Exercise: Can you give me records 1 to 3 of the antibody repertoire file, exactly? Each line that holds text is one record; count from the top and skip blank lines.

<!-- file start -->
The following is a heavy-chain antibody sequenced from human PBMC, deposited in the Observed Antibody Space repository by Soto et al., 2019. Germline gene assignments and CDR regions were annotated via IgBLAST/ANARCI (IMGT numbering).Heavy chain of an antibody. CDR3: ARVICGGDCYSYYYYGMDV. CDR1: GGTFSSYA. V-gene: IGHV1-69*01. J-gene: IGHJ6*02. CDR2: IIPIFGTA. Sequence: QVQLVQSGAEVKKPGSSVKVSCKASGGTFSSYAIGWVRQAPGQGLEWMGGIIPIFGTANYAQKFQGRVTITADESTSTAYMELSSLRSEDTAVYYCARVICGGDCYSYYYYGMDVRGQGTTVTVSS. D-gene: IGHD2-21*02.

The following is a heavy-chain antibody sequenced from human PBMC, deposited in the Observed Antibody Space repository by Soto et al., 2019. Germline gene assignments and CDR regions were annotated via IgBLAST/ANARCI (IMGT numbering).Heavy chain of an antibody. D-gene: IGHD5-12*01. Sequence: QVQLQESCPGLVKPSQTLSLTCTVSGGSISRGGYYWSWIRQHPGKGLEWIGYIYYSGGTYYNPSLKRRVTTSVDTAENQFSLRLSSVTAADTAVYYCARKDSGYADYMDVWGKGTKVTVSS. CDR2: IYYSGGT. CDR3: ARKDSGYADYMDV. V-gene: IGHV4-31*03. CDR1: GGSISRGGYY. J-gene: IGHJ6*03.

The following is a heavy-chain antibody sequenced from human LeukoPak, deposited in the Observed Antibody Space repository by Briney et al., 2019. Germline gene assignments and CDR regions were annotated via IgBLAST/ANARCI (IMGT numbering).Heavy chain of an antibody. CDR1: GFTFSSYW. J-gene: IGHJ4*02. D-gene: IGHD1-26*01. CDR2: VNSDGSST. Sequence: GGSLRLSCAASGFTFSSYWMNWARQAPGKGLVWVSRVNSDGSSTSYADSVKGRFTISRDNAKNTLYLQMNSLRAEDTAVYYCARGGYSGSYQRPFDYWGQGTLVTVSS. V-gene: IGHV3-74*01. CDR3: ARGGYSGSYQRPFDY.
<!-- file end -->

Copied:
The following is a heavy-chain antibody sequenced from human PBMC, deposited in the Observed Antibody Space repository by Soto et al., 2019. Germline gene assignments and CDR regions were annotated via IgBLAST/ANARCI (IMGT numbering).Heavy chain of an antibody. CDR3: ARVICGGDCYSYYYYGMDV. CDR1: GGTFSSYA. V-gene: IGHV1-69*01. J-gene: IGHJ6*02. CDR2: IIPIFGTA. Sequence: QVQLVQSGAEVKKPGSSVKVSCKASGGTFSSYAIGWVRQAPGQGLEWMGGIIPIFGTANYAQKFQGRVTITADESTSTAYMELSSLRSEDTAVYYCARVICGGDCYSYYYYGMDVRGQGTTVTVSS. D-gene: IGHD2-21*02.

The following is a heavy-chain antibody sequenced from human PBMC, deposited in the Observed Antibody Space repository by Soto et al., 2019. Germline gene assignments and CDR regions were annotated via IgBLAST/ANARCI (IMGT numbering).Heavy chain of an antibody. D-gene: IGHD5-12*01. Sequence: QVQLQESCPGLVKPSQTLSLTCTVSGGSISRGGYYWSWIRQHPGKGLEWIGYIYYSGGTYYNPSLKRRVTTSVDTAENQFSLRLSSVTAADTAVYYCARKDSGYADYMDVWGKGTKVTVSS. CDR2: IYYSGGT. CDR3: ARKDSGYADYMDV. V-gene: IGHV4-31*03. CDR1: GGSISRGGYY. J-gene: IGHJ6*03.

The following is a heavy-chain antibody sequenced from human LeukoPak, deposited in the Observed Antibody Space repository by Briney et al., 2019. Germline gene assignments and CDR regions were annotated via IgBLAST/ANARCI (IMGT numbering).Heavy chain of an antibody. CDR1: GFTFSSYW. J-gene: IGHJ4*02. D-gene: IGHD1-26*01. CDR2: VNSDGSST. Sequence: GGSLRLSCAASGFTFSSYWMNWARQAPGKGLVWVSRVNSDGSSTSYADSVKGRFTISRDNAKNTLYLQMNSLRAEDTAVYYCARGGYSGSYQRPFDYWGQGTLVTVSS. V-gene: IGHV3-74*01. CDR3: ARGGYSGSYQRPFDY.